Tripod Editorial: Going to College in a Chicken Coop

Skyler Simpkins ’23

Editor-in-Chief

As my time at Trinity draws to a close, I begin to reminisce about my time in college and what experiences I will cherish for the long road ahead. We have all had our experience in college or high school marked by the Covid-19 pandemic, and the implications the pandemic had on our college experience—for those who were in college—will definitely be one of those lasting impressions we share with everyone when they ask about our time in college. I found that, as I sit planning out how to get all of my assignments in before I graduate, I think about my experience as a Bantam and whether I will look back on this time with pleasure, or with regret. Will I want to be a college student again, or will I wish that I went somewhere else for school? 

I think my reminiscence will be a mixture of both good and bad. I will be happy that I left home, explored my independence, and came to this small school; but, I will regret not experiencing more in college. I think this missing experience is due mostly to the prominence of the Covid-19 pandemic, but it is also due to my feelings of isolation on campus. Sure, Trinity had numerous community outreach programs, but it felt like we were all coddled in our little chicken coop juxtaposed by the surrounding chicken processing plant. We college students are protected by our insulated chicken coop, laying eggs of tuition that keeps us residents of our beautiful coop, all while most of us chickens are shielded from the surrounding poultry plant. Our world’s existence is one of immense privilege, and our life at Trinity College shields us from the realities of existence. When I look back on my college experience, I will think of our little coop and how it could have easily shielded me from the world around me, the world I would soon enter.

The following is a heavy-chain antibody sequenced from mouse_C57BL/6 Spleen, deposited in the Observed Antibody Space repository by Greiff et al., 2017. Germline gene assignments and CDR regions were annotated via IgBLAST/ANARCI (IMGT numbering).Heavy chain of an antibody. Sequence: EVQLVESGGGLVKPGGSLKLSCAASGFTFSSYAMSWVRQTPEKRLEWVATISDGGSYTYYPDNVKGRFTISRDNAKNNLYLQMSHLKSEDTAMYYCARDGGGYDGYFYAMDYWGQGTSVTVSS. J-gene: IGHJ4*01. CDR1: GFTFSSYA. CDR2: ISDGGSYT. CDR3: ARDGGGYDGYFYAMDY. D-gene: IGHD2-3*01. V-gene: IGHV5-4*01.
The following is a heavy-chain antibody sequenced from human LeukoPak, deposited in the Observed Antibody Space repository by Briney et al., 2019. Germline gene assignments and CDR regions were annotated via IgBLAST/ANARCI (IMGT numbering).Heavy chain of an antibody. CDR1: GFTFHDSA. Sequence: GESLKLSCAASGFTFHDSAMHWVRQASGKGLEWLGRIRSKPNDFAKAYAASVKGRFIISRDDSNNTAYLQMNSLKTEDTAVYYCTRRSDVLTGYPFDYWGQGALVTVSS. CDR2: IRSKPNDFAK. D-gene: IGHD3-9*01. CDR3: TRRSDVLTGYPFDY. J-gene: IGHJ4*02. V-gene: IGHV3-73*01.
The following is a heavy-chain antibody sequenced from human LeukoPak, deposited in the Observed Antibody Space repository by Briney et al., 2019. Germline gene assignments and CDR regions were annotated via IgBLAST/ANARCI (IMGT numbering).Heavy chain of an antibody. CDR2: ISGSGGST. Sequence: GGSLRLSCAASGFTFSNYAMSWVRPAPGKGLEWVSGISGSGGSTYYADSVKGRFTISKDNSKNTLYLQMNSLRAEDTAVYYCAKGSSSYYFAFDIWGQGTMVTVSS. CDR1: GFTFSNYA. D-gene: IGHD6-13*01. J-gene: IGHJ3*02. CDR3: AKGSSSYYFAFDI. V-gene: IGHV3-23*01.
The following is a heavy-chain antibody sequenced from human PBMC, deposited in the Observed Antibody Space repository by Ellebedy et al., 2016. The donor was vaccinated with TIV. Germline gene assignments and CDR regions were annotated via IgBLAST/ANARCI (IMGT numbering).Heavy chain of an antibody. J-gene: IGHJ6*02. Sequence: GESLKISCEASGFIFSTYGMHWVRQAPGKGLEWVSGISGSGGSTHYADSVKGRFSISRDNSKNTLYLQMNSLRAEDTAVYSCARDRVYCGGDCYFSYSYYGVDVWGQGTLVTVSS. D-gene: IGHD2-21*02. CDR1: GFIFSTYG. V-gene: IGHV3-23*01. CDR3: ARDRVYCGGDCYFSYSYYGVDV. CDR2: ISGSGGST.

Trinity College is an interesting social experiment. It is populated with a relatively diverse campus yet the white, wealthy students still stand as the symbols of the school. Additionally, our social interactions are littered with “rich kid lingo” whether we are the ones speaking it or hearing it and, subsequently, joking about it. This becomes normalized to us, because this is our community—but our little community is not the real world. To be fair, I don’t think many of us believe that the experiences between New Britain and Allen are representative of the real world, but it is something that I, as I have been preparing to embark on my post-college journey, have been thinking about a lot recently. How did Trinity prepare me for my life? Do I know more of the world now than I did before? Like my reminiscence, my answers to these questions are mixed. I do feel like I know more of the world than I did before thanks mostly to my classes, but I don’t credit Trinity College for giving me this information and preparing me for my life. I credit my professors, my friends, and my classes, but not the college all these things are united under. I am thankful for my time here, but these thoughts make me question what other students’ answers would be to these questions. Specifically, I think about those students raised in wealthy circumstances, surrounded by a wealthy collegiate community, and especially those who don’t spend too much time going to class or engaging with the material. Maybe it won’t matter much to them as they will likely continue on this path of extravagant life cushioned by generational wealth, but their perceptions matter to the people they know, our government, and, even, the world. 

Your perceptions, how you understand societal relationships, and how you understand the inequities in the world matter. If you only experience life on a silver platter, you will not understand these segments of the world. You will seem ignorant of the world, whether you mean to be or not, and, most importantly, you cannot make the proper moves to correct these global inequities when in a state of blissful ignorance. 

While Trinity has great outreach programs through CHER and some departments, not all students are immersed in this way, keeping them from acknowledging the “outside” world. Great moves have been made by Trinity to increase this interaction by instating gen. ed requirements, but true immersion requires the student to want to be immersed in their community, and many of the most privileged students at our school have no desire to leave their silver platters. 

So, returning to what I will think of when I leave Trinity, I will think of this dichotomy of students that I have described. How some will go on to make a genuine difference in the world while some others do nothing but perpetuate the inequalities systemic in our world. There must be a way for all students to be humbled at Trinity and understand the real-world experiences of an average person, but that answer will probably take another 200 years to discover.

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